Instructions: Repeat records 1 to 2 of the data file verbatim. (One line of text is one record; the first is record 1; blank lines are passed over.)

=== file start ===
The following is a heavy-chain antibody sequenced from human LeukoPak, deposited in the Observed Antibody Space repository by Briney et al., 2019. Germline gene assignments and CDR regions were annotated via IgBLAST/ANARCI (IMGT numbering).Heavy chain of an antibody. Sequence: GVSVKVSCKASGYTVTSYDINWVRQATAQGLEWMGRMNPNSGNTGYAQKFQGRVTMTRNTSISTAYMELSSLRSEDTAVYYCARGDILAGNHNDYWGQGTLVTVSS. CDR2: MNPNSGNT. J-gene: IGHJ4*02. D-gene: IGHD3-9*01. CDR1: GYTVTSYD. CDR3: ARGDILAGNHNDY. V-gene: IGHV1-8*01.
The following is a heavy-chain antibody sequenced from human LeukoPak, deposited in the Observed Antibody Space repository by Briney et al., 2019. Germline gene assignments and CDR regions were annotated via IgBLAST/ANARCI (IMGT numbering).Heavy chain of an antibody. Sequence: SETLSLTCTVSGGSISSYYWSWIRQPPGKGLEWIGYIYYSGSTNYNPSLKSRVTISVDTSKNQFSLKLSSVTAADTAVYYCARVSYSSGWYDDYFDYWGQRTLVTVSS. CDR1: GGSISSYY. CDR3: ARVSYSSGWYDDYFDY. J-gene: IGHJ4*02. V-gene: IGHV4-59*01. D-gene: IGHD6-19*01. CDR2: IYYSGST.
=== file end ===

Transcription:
The following is a heavy-chain antibody sequenced from human LeukoPak, deposited in the Observed Antibody Space repository by Briney et al., 2019. Germline gene assignments and CDR regions were annotated via IgBLAST/ANARCI (IMGT numbering).Heavy chain of an antibody. Sequence: GVSVKVSCKASGYTVTSYDINWVRQATAQGLEWMGRMNPNSGNTGYAQKFQGRVTMTRNTSISTAYMELSSLRSEDTAVYYCARGDILAGNHNDYWGQGTLVTVSS. CDR2: MNPNSGNT. J-gene: IGHJ4*02. D-gene: IGHD3-9*01. CDR1: GYTVTSYD. CDR3: ARGDILAGNHNDY. V-gene: IGHV1-8*01.
The following is a heavy-chain antibody sequenced from human LeukoPak, deposited in the Observed Antibody Space repository by Briney et al., 2019. Germline gene assignments and CDR regions were annotated via IgBLAST/ANARCI (IMGT numbering).Heavy chain of an antibody. Sequence: SETLSLTCTVSGGSISSYYWSWIRQPPGKGLEWIGYIYYSGSTNYNPSLKSRVTISVDTSKNQFSLKLSSVTAADTAVYYCARVSYSSGWYDDYFDYWGQRTLVTVSS. CDR1: GGSISSYY. CDR3: ARVSYSSGWYDDYFDY. J-gene: IGHJ4*02. V-gene: IGHV4-59*01. D-gene: IGHD6-19*01. CDR2: IYYSGST.